The Heike Monogatari has been translated into English at least five times. Below an overview of the most prominent translations.
Sadler's pioneering translation of the Heike Monogatari was published in two parts. Volumes 1 through 6, up to chapter 7 were published in the 46th edition of the Transactions of the Asiatic Society of Japan in 1918, while the remainder of the work was published in the 49th edition in 1921. Sadler's translation was based on the Rufubon (流布本) edition. His full translation is available here.
Sadler, A. L. (1918-1921). The Heike Monogatari. Transactions of the Asiatic Society of Japan. 46.2 (1918): 1–278 and 49.1 (1921): 1–354.
Kitagawa, H. and Tsuchida, B.T., eds. (1975). The Tale of the Heike. Tokyo: University of Tokyo Press.
McCullough, H.C. (1988). The Tale of the Heike. Stanford: Stanford University Press.
Watson, B. and Shirane, H. (2006). The Tale of the Heike (abridged). New York: Columbia University Press.
Tyler, R. (2014). The Tale of the Heike. New York: Penguin Books.
The famous opening paragraph of the Heike Monogatari and some of its translations in English:
Gionshōja no kane no koe, Shogyōmujō no hibiki ari.
Sarasōju no hana no iro, Jōshahissui no kotowari wo arawasu.
Ogoreru mono mo hisashikarazu, tada haru no yoru no yume no gotoshi.
Takeki mono mo tsuwi ni wa horobin(u), hitoeni kaze no mae no chiri ni onaji.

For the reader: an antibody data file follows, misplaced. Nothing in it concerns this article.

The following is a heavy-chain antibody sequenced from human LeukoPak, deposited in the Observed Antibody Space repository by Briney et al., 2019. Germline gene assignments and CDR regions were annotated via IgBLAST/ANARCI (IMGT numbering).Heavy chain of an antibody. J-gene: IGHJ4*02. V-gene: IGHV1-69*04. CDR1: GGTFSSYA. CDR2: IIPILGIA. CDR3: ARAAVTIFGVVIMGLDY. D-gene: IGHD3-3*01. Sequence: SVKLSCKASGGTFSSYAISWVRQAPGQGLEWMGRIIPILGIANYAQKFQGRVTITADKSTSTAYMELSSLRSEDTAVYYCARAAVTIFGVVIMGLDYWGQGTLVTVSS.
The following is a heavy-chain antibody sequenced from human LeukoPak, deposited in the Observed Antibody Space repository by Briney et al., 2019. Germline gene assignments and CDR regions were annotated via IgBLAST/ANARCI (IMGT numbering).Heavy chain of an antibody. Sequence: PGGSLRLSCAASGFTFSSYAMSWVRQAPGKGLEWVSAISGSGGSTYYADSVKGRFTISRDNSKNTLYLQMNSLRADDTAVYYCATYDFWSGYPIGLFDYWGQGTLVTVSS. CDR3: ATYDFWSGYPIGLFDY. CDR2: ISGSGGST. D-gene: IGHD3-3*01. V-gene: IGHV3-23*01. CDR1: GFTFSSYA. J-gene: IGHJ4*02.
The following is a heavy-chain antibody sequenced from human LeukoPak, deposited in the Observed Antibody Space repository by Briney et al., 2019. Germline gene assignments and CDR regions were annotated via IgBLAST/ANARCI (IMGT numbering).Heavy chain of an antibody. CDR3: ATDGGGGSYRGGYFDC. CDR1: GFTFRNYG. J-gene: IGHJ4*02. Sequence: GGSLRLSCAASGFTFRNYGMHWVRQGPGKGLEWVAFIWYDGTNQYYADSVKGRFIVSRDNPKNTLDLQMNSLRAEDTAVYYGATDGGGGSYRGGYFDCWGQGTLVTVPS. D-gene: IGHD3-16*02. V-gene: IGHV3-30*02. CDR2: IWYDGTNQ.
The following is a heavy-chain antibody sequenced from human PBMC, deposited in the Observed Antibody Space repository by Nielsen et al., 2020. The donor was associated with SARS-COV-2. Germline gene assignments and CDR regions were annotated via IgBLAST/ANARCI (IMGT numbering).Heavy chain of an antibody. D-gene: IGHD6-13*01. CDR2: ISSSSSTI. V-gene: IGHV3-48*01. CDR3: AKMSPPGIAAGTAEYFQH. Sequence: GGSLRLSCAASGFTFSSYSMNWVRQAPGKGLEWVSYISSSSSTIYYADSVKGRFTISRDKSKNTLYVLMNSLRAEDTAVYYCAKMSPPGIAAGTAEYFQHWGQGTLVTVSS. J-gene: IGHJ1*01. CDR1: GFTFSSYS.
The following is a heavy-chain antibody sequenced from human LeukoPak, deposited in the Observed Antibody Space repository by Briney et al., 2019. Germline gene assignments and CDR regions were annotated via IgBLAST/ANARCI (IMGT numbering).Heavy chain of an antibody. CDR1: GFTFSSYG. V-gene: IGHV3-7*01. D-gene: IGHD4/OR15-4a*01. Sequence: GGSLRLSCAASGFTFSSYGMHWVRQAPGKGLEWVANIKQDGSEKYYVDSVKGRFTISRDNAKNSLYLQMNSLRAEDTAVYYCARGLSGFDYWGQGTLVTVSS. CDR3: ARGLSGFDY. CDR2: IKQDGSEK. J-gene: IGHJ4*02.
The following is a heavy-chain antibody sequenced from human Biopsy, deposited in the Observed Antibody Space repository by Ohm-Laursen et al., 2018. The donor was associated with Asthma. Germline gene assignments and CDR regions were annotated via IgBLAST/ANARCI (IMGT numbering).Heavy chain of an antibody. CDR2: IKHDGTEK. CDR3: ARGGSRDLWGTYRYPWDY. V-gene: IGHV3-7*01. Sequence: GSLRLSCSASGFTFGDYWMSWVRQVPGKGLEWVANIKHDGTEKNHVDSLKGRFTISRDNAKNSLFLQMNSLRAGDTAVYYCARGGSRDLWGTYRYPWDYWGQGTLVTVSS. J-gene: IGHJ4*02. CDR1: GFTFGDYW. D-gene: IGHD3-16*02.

The sound of the bell of Gionshoja echoes the impermanence of all things.
The hue of the flowers of the teak tree declares that they who flourish must be brought low.
Yea, the proud ones are but for a moment, like an evening dream in springtime.
The mighty are destroyed at the last, they are but as the dust before the wind.
The sound of the Gion Shōja bells echoes the impermanence of all things;
the color of the śāla flowers reveals the truth that the prosperous must decline.
The proud do not endure, they are like a dream on a spring night;
the mighty fall at last, they are as dust before the wind.
The Jetavana Temple bells
ring the passing of all things,
Twinned sal trees, white in full flower,
declare the Great Man's certain fall.
The arrogant do not long endure:
They are like a dream one night in spring.
The bold and brave perish in the end:
They are as dust before the wind